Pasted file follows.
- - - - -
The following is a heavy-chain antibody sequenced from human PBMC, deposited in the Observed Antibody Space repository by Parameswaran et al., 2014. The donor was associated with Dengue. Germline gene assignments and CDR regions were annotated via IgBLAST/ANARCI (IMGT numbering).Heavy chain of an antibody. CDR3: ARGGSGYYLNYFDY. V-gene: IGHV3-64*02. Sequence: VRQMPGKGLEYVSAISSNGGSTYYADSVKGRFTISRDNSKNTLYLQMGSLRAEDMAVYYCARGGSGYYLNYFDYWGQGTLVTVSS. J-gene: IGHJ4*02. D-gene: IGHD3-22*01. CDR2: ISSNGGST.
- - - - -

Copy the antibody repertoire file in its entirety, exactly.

The following is a heavy-chain antibody sequenced from human PBMC, deposited in the Observed Antibody Space repository by Parameswaran et al., 2014. The donor was associated with Dengue. Germline gene assignments and CDR regions were annotated via IgBLAST/ANARCI (IMGT numbering).Heavy chain of an antibody. CDR3: ARGGSGYYLNYFDY. V-gene: IGHV3-64*02. Sequence: VRQMPGKGLEYVSAISSNGGSTYYADSVKGRFTISRDNSKNTLYLQMGSLRAEDMAVYYCARGGSGYYLNYFDYWGQGTLVTVSS. J-gene: IGHJ4*02. D-gene: IGHD3-22*01. CDR2: ISSNGGST.